For example, maybe you held a belief that you’re just not sporty and very inflexible. So, you avoid sports and stretching, seeing yourself as a lost cause. Maybe you tried to go to the gym here and there but you ended up giving up, reinforcing those feelings of shame, and proving to yourself you’re just not meant to be a fit person. Instead, you could choose the belief that you haven’t made exercise a priority in the past and now you’re ready to embark on your fitness journey with consistency and dedication. You choose to believe that as long as you keep showing up you will see improvements and there’s nothing inherently wrong with you. So, you show up consistently, you get support, you do your research and before you know it you’ve set a new baseline for yourself of general fitness.
This is how we can build confidence and self esteem. Choose thoughts and actions that reinforce that we can do it and have got what it takes. Prove to yourself you have confidence and self esteem to last a lifetime! Get out there, do the thing, show up, don’t take yourself too seriously, try again.
To be clear, there’s a subtle difference between confidence and self esteem. Confidence refers more to ones belief in their abilities, while self esteem refers more to one’s sense of self. In many cases, they’re interchangeable but it’s worth noting the difference.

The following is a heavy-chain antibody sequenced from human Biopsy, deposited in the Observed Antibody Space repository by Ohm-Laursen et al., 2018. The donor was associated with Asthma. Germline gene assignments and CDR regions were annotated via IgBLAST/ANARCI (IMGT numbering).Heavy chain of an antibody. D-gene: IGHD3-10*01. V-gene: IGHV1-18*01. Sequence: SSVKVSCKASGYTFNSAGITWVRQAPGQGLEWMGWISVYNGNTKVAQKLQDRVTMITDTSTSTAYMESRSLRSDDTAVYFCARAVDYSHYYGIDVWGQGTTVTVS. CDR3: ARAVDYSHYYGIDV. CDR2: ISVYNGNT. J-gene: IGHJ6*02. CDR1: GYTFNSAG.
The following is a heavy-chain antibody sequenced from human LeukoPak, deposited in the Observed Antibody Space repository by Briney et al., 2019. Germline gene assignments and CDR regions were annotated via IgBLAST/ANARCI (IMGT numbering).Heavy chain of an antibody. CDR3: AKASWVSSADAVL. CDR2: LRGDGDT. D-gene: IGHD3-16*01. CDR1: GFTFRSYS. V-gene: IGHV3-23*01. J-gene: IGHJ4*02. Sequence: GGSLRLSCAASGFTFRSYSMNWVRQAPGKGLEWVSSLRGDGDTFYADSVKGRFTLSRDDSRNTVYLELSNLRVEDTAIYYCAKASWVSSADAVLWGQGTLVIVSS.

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How Exercise helps with Self Esteem
Exercise helps us with self-esteem because it is a way to strengthen ourselves mentally and physically in a relatively safe and stable environment. The repeated practice of challenging ourselves, getting through it and feeling that rush of endorphins helps us believe in ourselves more and more.
Endorphins are chemicals released by the pituitary gland to cope with pain or stress and are released when we exercise. Endorphins, known as “feel good” chemicals, have many health benefits including feeling happier and a higher capacity to feel pleasure.
It is likely that the release of endorphins while we exercise leads to improved self esteem as we associate the act of challenging ourselves with positive emotions.
And, there is research to show that increasing endorphins actually leads to an increase in our dopamine levels too! Dopamine also plays a vital role in our health and happiness.
These would be my go-tos for a client that wants to boost their self confidence and self esteem with exercise:
- Waving from downward dog, to a plank position and then back into a downward dog: I would advise inhaling into the plank and exhaling from the plank to the downward dog. This powerful full body waving motion requires strength and stamina and works the entire body. It feels graceful yet immensely powerful and you’ll quickly realise how much stronger you feel, especially in your core and arms.